Treatment and Resources for Body-Focused Repetitive Behaviors
A Follow Up: Pulling Together Conference
Last month, I had the pleasure of serving as one of the speakers at the first Pulling Together Conference. This conference, which was sponsored by the Kansas City Center for Anxiety Treatment’s Community Education series, promoted education and resources for Body Focused Repetitive Behaviors (BFRBs). It was fantastic to see so many people – individuals affected by BFRBs, loved ones, and clinicians – coming together to learn, share and support the journey toward recovery and greater management of these conditions.
BFRBs include compulsive hair pulling (Trichotillomania), skin picking (Dermotillomania), and nail biting, among other repetitive behaviors (e.g., lip biting). These conditions cause significant distress and impairment in the person’s life and are linked to anxiety, depression, and shame.
Here is an outline of the major discussion points for a presentation I provided on treatment options, followed by resources to learn more:
Treatment Approaches for BFRBs
While there are still many unanswered questions, clinical research to date most highly recommends the following approaches:
Cognitive Behavioral Therapy – First line approach
Pharmacotherapy – Mixed results
There are still few randomized controlled trials evaluating these treatment, and even fewer studies involving children and adolescents.
The focus of treatment is on strengthening the person’s active management of symptoms.
Cognitive Behavioral Therapy (CBT) includes:
Self-Monitoring (to increase awareness and understanding of factors that contribute to the unwanted behavior)
Habit Reversal Training (core interventions)
Stimulus Control (e.g., barriers and use of fidgets as “speed bumps” to prevent unwanted behavior)
Competing Response Training (learning to replace the unwanted behavior with an incompatible response, such as making tight fists with hands)
Cognitive Techniques (challenging unhelpful thinking patterns that contribute to the BFRB)
Enhanced with Acceptance and Commitment Therapy (ACT)/Dialectical Behavioral Therapy (DBT) techniques (to promote self-regulation, tolerance of distress/urges of BFRB, and management of slips)
Relapse Prevention/Lapse Management to promote maintenance of gains and adaptive management of slips
No FDA approved medications for BFRBs
A few medications have been found to reduce symptoms in some individuals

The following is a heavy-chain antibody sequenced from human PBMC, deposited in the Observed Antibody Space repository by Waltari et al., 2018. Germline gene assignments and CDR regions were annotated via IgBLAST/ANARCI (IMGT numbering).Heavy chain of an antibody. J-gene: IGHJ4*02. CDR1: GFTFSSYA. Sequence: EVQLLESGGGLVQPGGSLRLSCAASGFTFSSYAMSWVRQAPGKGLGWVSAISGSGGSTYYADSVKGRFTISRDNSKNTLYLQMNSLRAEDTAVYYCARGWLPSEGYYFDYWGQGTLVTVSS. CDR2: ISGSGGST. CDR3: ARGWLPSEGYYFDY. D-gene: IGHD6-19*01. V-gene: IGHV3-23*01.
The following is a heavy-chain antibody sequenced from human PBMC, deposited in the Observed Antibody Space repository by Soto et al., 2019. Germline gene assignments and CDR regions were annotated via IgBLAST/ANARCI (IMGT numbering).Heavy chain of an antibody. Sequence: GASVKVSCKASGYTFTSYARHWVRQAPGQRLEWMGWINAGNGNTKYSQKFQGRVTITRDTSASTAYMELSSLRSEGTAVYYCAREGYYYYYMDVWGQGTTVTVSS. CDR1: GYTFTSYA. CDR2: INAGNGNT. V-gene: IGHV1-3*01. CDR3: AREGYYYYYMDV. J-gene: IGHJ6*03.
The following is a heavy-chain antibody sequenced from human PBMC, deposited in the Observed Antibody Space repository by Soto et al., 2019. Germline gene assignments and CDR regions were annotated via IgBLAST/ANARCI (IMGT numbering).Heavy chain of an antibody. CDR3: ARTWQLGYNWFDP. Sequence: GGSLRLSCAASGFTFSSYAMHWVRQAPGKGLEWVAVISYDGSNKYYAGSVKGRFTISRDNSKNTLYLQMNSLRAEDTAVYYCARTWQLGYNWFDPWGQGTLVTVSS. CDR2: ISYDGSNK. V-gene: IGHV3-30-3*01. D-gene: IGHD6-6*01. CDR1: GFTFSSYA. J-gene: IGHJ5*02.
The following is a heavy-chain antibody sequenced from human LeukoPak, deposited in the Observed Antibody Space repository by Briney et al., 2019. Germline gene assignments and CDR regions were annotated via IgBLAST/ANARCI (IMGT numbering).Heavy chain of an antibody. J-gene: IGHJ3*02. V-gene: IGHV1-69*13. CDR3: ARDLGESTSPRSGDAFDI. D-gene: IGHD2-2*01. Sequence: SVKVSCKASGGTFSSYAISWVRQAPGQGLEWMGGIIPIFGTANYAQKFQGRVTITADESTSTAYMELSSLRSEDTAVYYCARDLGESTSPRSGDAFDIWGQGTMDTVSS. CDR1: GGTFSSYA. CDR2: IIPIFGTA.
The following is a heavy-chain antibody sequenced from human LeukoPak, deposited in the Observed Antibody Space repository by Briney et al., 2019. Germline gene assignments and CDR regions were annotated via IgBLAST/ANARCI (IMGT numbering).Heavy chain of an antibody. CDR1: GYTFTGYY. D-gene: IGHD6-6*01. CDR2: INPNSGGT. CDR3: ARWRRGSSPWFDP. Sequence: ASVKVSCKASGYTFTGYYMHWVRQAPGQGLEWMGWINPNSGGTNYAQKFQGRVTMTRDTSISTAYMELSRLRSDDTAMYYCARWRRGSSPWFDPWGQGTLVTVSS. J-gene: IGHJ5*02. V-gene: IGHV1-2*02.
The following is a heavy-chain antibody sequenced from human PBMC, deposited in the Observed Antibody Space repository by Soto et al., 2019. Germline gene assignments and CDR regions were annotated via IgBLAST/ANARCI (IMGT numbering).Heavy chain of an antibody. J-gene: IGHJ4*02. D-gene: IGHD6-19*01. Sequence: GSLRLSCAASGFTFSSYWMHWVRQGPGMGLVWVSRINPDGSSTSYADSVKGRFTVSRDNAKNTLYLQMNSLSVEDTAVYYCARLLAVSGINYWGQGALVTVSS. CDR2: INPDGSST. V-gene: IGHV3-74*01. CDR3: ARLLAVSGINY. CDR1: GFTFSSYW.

Often seem to work by lessening feelings or sensations that trigger the BFRB, rather than directly targeting the BFRB itself
Also believed to help address comorbid conditions that can interfere with treatment
SSRIs (selective serotonin reuptake inhibitors)
Mixed results for trichotillomania and skin picking
Several other medications are currently being studied and/or have initial promising results, such as:
NAC (N-acetylcysteine; amino acid supplement)
How do we define “Successful Response”?
Reduction in episodes of BFRB
Reduction in distress and interference
Increased knowledge and management of urges and “slips”
Franklin and Tolin (2010) also note:
Even if the pulling/picking does not decrease, individuals can still benefit from an initial trial of CBT by gaining an understanding of the condition, not feeling so alone or blaming self for being “weak,” and enhancing their awareness of strategies that can be implemented when they decide to proceed.
For a wealth of information, visit the TLC Foundation for Body-Focused Repetitive Behaviors: www.bfrb.org
Mansueto, C., Goldfinger Golomb, R., McCombs Thomas, A., & Townsley Stemberger, R. (1999). A Comprehensive Model for Behavioral Treatment of Trichotillomania. Cognitive and Behavioral Practice, 6, 23-43. Available Online: http://www.bfrb.org/storage/documents/ComB_Article.pdf
The Hair Pulling Habit and You: How to Solve the Trichotillomania Puzzle by Ruth Goldfinger Golomb & Sherrie Mansfield Vavrichek
A companion workbook for Trichotillomania: An ACT-Enhanced Behavior Therapy Approach by Douglas Woods and Michael Twohig
Grant, J. (2016). “Medications for Body-Focused Repetitive Behaviors.” Retrieved from http://www.bfrb.org/component/content/article/3/186.